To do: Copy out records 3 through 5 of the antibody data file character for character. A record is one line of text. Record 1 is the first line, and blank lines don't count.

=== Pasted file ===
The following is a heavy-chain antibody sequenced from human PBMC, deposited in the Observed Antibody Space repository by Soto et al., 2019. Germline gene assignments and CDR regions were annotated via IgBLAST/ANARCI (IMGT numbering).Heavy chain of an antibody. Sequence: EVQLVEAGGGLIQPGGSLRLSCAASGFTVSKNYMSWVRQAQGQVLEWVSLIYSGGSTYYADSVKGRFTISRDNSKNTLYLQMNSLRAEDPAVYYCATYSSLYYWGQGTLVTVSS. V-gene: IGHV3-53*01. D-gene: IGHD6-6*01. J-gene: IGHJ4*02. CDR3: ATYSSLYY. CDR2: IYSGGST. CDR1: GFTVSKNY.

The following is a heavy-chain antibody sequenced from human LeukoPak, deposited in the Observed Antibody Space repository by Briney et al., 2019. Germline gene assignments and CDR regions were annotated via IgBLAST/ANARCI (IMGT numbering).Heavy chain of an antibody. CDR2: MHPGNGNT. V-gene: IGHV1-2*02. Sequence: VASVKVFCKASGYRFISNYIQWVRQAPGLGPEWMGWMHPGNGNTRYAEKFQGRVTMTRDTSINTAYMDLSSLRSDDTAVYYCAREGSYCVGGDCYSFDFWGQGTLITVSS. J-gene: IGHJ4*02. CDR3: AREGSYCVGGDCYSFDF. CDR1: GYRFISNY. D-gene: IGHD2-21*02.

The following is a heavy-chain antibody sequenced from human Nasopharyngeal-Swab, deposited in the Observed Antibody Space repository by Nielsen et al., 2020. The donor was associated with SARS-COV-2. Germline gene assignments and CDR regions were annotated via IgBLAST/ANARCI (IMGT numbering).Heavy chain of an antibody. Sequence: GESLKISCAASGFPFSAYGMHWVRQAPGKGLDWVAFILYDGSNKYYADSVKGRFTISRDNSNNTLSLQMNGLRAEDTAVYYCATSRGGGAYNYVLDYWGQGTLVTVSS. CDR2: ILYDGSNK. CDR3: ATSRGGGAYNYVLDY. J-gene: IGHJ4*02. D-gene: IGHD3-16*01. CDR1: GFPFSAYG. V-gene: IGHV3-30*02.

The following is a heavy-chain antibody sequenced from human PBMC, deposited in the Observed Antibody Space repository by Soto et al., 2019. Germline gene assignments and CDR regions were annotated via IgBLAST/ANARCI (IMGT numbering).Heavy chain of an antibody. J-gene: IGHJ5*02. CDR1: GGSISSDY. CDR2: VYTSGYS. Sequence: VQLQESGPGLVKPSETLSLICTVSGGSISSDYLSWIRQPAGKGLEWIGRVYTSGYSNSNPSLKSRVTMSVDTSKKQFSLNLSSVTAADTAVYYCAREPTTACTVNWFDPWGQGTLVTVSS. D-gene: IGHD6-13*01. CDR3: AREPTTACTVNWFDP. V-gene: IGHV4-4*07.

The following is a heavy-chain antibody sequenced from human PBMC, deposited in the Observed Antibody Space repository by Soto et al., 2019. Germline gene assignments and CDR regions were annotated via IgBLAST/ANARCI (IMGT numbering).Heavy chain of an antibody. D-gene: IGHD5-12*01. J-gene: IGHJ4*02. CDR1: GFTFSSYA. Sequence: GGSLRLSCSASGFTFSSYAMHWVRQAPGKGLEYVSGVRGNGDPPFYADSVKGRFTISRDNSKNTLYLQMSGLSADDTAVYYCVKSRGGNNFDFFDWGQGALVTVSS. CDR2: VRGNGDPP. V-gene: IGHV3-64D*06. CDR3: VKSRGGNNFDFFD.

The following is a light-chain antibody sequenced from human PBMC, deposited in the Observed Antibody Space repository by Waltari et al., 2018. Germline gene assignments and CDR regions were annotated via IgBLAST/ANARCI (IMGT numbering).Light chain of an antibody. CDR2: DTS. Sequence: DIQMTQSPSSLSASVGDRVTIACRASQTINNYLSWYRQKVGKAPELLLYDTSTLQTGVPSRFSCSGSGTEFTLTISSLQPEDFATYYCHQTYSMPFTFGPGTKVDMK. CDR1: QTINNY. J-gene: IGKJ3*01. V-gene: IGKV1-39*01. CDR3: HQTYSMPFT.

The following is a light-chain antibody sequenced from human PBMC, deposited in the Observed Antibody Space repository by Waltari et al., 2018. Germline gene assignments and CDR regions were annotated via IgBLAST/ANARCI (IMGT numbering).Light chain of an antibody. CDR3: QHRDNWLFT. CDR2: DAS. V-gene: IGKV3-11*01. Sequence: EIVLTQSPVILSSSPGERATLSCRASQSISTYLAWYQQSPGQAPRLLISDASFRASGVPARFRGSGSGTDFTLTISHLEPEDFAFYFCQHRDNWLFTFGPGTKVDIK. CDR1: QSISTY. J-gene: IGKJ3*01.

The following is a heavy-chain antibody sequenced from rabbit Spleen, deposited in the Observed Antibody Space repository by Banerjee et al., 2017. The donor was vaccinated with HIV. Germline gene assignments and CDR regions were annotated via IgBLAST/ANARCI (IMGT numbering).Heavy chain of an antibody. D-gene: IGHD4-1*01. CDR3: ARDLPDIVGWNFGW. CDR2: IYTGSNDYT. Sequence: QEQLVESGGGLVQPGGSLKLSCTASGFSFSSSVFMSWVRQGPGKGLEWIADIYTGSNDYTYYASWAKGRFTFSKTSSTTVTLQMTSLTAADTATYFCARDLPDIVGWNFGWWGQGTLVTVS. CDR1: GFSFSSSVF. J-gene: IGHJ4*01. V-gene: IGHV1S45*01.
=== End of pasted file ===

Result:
The following is a heavy-chain antibody sequenced from human Nasopharyngeal-Swab, deposited in the Observed Antibody Space repository by Nielsen et al., 2020. The donor was associated with SARS-COV-2. Germline gene assignments and CDR regions were annotated via IgBLAST/ANARCI (IMGT numbering).Heavy chain of an antibody. Sequence: GESLKISCAASGFPFSAYGMHWVRQAPGKGLDWVAFILYDGSNKYYADSVKGRFTISRDNSNNTLSLQMNGLRAEDTAVYYCATSRGGGAYNYVLDYWGQGTLVTVSS. CDR2: ILYDGSNK. CDR3: ATSRGGGAYNYVLDY. J-gene: IGHJ4*02. D-gene: IGHD3-16*01. CDR1: GFPFSAYG. V-gene: IGHV3-30*02.

The following is a heavy-chain antibody sequenced from human PBMC, deposited in the Observed Antibody Space repository by Soto et al., 2019. Germline gene assignments and CDR regions were annotated via IgBLAST/ANARCI (IMGT numbering).Heavy chain of an antibody. J-gene: IGHJ5*02. CDR1: GGSISSDY. CDR2: VYTSGYS. Sequence: VQLQESGPGLVKPSETLSLICTVSGGSISSDYLSWIRQPAGKGLEWIGRVYTSGYSNSNPSLKSRVTMSVDTSKKQFSLNLSSVTAADTAVYYCAREPTTACTVNWFDPWGQGTLVTVSS. D-gene: IGHD6-13*01. CDR3: AREPTTACTVNWFDP. V-gene: IGHV4-4*07.

The following is a heavy-chain antibody sequenced from human PBMC, deposited in the Observed Antibody Space repository by Soto et al., 2019. Germline gene assignments and CDR regions were annotated via IgBLAST/ANARCI (IMGT numbering).Heavy chain of an antibody. D-gene: IGHD5-12*01. J-gene: IGHJ4*02. CDR1: GFTFSSYA. Sequence: GGSLRLSCSASGFTFSSYAMHWVRQAPGKGLEYVSGVRGNGDPPFYADSVKGRFTISRDNSKNTLYLQMSGLSADDTAVYYCVKSRGGNNFDFFDWGQGALVTVSS. CDR2: VRGNGDPP. V-gene: IGHV3-64D*06. CDR3: VKSRGGNNFDFFD.